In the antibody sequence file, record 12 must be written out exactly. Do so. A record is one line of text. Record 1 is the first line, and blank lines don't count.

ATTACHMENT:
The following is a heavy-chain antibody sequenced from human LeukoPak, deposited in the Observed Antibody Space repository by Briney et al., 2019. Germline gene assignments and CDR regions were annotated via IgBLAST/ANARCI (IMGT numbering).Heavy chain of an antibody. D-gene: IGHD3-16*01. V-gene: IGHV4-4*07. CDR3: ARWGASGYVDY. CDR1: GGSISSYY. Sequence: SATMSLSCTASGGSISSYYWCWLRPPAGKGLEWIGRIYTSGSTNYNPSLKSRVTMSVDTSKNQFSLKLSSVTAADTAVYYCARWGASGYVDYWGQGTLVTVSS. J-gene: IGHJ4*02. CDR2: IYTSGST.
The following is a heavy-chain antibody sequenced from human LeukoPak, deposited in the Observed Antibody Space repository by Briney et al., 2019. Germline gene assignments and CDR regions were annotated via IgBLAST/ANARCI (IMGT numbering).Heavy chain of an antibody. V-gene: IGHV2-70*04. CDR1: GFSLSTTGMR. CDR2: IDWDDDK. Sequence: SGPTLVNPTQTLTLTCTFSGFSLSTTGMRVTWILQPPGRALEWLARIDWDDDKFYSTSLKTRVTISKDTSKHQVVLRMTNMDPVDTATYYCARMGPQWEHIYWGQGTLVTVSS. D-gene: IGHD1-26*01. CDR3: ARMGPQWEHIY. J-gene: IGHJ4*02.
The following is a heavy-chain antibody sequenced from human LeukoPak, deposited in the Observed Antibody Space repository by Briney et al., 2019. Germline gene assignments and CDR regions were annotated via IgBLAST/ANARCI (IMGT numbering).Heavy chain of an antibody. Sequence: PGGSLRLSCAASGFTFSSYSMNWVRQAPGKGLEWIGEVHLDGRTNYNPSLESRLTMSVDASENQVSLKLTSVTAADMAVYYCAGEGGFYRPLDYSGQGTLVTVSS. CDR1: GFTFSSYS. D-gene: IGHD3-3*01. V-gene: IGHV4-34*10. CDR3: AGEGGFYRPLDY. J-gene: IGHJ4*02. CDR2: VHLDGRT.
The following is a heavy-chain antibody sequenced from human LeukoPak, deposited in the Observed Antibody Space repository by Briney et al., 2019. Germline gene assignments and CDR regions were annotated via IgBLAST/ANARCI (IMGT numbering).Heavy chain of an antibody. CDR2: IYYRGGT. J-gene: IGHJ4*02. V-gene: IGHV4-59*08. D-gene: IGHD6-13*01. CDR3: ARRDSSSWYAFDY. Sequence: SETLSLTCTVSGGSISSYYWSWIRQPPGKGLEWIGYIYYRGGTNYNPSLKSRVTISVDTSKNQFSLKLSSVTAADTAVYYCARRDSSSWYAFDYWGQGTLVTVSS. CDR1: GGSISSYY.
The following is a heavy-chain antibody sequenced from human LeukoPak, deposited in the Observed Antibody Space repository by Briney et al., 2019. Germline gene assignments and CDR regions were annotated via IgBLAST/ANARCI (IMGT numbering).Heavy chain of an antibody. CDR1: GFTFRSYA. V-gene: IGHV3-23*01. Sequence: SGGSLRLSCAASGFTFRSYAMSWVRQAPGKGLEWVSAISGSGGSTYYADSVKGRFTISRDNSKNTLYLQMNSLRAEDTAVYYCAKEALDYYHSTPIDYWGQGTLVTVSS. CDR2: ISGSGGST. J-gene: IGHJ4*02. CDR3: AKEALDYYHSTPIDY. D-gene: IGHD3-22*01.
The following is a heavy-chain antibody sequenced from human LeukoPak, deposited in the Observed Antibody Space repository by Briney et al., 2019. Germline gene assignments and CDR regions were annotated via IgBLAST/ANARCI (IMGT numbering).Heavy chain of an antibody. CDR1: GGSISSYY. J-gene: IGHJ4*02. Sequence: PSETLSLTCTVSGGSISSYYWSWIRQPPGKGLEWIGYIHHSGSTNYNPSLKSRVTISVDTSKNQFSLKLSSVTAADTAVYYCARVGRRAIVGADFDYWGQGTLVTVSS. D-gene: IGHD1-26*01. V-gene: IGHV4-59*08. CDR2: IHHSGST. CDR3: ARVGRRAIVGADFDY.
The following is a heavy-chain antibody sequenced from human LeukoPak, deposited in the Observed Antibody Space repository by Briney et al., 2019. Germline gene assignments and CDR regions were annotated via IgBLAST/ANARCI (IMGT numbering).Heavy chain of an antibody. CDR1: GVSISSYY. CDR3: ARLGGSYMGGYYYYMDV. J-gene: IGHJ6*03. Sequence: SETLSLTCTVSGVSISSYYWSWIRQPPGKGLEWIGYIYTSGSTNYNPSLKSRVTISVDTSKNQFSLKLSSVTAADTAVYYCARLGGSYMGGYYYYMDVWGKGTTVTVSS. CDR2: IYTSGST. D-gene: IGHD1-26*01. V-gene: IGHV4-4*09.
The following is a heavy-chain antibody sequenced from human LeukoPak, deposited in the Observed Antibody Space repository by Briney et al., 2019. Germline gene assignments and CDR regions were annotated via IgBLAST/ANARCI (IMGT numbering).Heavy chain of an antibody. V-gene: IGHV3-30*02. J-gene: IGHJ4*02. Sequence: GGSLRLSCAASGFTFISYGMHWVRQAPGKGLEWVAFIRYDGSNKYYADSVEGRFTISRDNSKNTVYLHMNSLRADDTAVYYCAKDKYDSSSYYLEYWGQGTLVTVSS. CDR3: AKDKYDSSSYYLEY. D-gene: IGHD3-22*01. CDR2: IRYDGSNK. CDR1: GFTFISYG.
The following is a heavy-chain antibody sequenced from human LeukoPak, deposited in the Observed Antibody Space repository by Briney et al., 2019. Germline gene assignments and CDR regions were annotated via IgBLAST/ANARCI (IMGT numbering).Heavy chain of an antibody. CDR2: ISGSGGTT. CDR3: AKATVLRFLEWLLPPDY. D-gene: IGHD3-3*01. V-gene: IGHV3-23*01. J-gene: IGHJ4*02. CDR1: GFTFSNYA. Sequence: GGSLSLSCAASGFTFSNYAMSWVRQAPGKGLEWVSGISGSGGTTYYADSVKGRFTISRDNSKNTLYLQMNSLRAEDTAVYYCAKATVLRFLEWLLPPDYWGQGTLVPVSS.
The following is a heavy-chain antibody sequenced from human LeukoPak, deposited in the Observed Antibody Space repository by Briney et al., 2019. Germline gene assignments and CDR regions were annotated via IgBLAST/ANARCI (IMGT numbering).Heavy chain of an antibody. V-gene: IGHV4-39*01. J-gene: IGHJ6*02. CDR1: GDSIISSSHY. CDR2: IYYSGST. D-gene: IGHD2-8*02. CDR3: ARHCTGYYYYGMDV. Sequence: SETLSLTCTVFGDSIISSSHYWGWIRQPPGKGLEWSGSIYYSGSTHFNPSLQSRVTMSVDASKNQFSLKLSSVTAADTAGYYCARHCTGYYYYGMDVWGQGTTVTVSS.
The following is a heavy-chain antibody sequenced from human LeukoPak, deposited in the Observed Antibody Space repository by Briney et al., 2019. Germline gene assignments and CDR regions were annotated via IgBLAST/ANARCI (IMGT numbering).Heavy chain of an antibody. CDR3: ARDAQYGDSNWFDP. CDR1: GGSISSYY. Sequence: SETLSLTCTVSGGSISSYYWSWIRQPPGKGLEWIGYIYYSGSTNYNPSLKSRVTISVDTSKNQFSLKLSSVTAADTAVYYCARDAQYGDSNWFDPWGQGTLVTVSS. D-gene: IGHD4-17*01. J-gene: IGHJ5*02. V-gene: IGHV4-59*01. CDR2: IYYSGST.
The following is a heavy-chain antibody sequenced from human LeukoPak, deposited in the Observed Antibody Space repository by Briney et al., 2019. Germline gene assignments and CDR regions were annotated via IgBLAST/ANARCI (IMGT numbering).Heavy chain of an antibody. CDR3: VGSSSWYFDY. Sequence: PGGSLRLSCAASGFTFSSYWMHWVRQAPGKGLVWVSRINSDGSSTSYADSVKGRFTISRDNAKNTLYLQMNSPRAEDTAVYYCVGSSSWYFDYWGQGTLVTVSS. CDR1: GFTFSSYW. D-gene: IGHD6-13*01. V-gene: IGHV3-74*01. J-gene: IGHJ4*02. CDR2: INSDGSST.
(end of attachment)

The following is a heavy-chain antibody sequenced from human LeukoPak, deposited in the Observed Antibody Space repository by Briney et al., 2019. Germline gene assignments and CDR regions were annotated via IgBLAST/ANARCI (IMGT numbering).Heavy chain of an antibody. CDR3: VGSSSWYFDY. Sequence: PGGSLRLSCAASGFTFSSYWMHWVRQAPGKGLVWVSRINSDGSSTSYADSVKGRFTISRDNAKNTLYLQMNSPRAEDTAVYYCVGSSSWYFDYWGQGTLVTVSS. CDR1: GFTFSSYW. D-gene: IGHD6-13*01. V-gene: IGHV3-74*01. J-gene: IGHJ4*02. CDR2: INSDGSST.